History of FLEX from Insights Learned

A History of FLEX: 1983-84

This is as much as personal tale as it is a history of how FLEX came to be. I will only put in as much of the personal story as the tale requires. I believe telling it as a story, however, is useful because learning takes place in steps and the order of the steps is often important. So I’ll do this chronologically in the hope it makes the learning of the lessons in the tale easier.

The roots of FLEX

In some ways FLEX starts in 1983 and 1984 with two life changing insights. The first was personal, the second was professional.

A personal insight: Our view of the world is not the world

A personal insight was the value of questioning my assumptions about my life. I took a course called EST and learned that much of what I thought about why I lived my life the way I did was not really accurate. The experience was the start of a journey to look at the assumptions I had been making. I was introduced to the concept of a paradigm – that is, the assumptions and beliefs through which we look at life. Many of the big assumptions we make never get challenged. Sometimes paradigms are just how we look at a situation. For example, a car comes around a corner on a mountain road and is in your lane, barely swerving to miss you and yells “pig” at you. Just as you think to yell back “you’re the pig” you run into the pig on the other side of the corner. Questioning our paradigms is a form of double-loop learning, it is critical for us to be a different way.

At this point in my career I had been programming for about 13 years. Sometime the next year, after discovering a bug in code only I had ever been in, I asked myself the question “what was I doing when I put a bug in the system?” Two thoughts occurred to me immediately. The first was the recognition that I was putting bugs into my system no matter how often I said “I found a bug” as if a gremlin had put them in there. The second was “how could it have taken me 14 years to ask myself this question?” Although I was one of those 10x super programmers I had written many bugs in my lifetime. I am clear this obvious (once it had been made) observation had been obscured by my paradigm of programming. If I was putting bugs into my programs then perhaps I could stop doing that.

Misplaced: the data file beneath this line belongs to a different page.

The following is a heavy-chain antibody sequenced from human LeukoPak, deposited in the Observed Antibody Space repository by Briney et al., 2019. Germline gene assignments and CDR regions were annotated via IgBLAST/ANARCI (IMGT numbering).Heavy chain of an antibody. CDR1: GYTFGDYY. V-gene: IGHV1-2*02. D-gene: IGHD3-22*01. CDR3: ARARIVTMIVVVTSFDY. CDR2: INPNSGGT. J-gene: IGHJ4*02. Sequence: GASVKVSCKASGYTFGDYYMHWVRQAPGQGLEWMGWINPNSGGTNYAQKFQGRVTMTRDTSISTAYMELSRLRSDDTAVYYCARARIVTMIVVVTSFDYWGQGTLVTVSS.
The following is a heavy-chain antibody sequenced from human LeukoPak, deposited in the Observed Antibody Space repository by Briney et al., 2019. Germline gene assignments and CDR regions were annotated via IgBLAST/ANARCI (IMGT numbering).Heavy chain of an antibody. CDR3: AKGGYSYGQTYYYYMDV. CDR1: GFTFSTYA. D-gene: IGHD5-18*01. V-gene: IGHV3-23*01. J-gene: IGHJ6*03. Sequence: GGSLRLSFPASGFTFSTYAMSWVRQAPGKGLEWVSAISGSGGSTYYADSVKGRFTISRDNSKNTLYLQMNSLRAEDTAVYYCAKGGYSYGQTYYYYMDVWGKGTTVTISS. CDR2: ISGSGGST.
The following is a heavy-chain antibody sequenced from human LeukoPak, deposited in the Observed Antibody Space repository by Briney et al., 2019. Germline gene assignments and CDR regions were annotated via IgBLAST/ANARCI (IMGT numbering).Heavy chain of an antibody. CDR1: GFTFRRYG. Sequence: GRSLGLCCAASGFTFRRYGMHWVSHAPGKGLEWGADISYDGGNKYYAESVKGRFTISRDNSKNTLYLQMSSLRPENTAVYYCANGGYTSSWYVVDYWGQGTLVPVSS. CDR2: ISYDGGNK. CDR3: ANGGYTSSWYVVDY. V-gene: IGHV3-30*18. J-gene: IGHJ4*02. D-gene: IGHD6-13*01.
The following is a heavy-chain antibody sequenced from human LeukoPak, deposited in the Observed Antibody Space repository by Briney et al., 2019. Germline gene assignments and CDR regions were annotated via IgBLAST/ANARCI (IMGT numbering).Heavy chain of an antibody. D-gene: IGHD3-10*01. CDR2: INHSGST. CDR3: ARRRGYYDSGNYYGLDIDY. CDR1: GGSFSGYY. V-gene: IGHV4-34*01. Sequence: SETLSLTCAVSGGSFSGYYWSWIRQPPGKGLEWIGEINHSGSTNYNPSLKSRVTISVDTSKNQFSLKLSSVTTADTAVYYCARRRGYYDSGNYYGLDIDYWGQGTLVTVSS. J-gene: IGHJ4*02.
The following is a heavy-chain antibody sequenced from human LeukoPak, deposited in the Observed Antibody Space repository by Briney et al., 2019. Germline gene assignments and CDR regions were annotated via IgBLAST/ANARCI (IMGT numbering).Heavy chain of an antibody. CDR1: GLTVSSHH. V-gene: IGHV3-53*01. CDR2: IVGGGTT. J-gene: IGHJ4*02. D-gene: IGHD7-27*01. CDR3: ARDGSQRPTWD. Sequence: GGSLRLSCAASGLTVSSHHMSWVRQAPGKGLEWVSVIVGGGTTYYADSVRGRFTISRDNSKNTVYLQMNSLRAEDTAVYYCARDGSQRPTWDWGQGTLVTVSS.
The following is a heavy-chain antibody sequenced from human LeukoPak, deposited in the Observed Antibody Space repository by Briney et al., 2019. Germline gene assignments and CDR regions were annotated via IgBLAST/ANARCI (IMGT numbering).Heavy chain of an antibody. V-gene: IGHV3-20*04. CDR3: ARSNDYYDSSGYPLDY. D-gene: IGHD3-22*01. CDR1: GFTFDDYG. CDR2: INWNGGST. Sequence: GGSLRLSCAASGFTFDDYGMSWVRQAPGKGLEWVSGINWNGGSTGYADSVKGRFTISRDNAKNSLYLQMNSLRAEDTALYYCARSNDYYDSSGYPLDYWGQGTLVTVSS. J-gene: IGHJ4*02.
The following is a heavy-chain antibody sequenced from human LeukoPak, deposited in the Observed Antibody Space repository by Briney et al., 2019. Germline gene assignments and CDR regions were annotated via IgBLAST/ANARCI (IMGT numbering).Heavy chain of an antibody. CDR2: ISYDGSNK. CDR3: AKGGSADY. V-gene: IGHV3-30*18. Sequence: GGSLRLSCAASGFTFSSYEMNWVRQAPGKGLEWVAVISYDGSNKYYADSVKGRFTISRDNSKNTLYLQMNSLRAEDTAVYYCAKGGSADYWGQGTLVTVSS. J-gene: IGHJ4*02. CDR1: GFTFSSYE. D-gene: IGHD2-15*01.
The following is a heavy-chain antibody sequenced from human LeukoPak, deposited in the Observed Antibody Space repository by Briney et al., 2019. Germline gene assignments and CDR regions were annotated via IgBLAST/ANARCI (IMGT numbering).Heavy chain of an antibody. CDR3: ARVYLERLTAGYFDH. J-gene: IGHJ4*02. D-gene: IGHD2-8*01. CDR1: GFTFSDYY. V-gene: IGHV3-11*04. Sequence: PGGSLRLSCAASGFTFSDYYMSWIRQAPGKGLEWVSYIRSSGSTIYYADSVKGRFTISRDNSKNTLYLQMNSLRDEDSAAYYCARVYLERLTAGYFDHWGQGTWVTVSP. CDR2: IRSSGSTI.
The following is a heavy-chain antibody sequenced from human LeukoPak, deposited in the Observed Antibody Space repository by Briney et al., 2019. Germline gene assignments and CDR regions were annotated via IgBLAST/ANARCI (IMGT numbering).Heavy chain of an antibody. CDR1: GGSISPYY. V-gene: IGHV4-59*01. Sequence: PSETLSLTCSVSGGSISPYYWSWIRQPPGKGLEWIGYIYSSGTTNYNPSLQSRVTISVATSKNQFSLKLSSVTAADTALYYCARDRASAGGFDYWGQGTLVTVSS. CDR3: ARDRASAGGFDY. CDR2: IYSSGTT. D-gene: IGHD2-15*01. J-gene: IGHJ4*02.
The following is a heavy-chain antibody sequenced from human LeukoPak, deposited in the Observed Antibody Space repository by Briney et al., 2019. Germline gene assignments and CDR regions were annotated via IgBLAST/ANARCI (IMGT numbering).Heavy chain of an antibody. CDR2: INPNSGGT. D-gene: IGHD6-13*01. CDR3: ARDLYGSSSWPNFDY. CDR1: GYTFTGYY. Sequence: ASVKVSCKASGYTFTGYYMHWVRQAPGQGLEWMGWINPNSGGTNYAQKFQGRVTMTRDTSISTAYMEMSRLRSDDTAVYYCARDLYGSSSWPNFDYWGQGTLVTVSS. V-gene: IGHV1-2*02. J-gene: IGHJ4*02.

A professional insight

I started studying Edwards Deming in 1984. Looking back on it now, I can’t understand why it was so hard. Perhaps it was heritage of coming from a family of entrepreneurs and being brought up as someone who believed that with hard work someone can make things happen as they want to. As a personal aside, this was before I understood what the affects of growing up in a culture of no hope for the future can do to people. While I do believe people are responsible for their lives growing up in a family where you are told you won’t amount to anything has a big impact on people. If your entire community is this way, that’s an even harder ‘prison’ to break out of.

The foundation of Deming is a combination of leadership and systems-thinking. Systems-thinking tells us that one must look at as organization as a whole – that all of the parts in a system are inter-dependent upon each other. Deming took this further by suggesting that people’s behavior were either positively or negatively affected by the system they were in. That managers should not be railing against the people they were managing but needed to recognize that the system they were creating were affecting their people. The managers’ job was to improve the system.

Deming’s view was a paradigm shift

Deming’s view of management was a great paradigm shift. It is a shift that still has not taken place in most of the companies in the world. Agile has not yet embraced it yet as well. The two of these insights together led me to realize that when I was stuck I had to reflect on what I was doing. Perhaps the environment I was in was having a bigger impact on me than I realized. The mantra “work smarter not harder” did not seem to make as much sense anymore. I was working as smart and as hard as I could. I noticed that I started looking more closely at the environment I was. And I notices that instead of demanding more of myself, I could change the system within which I was working.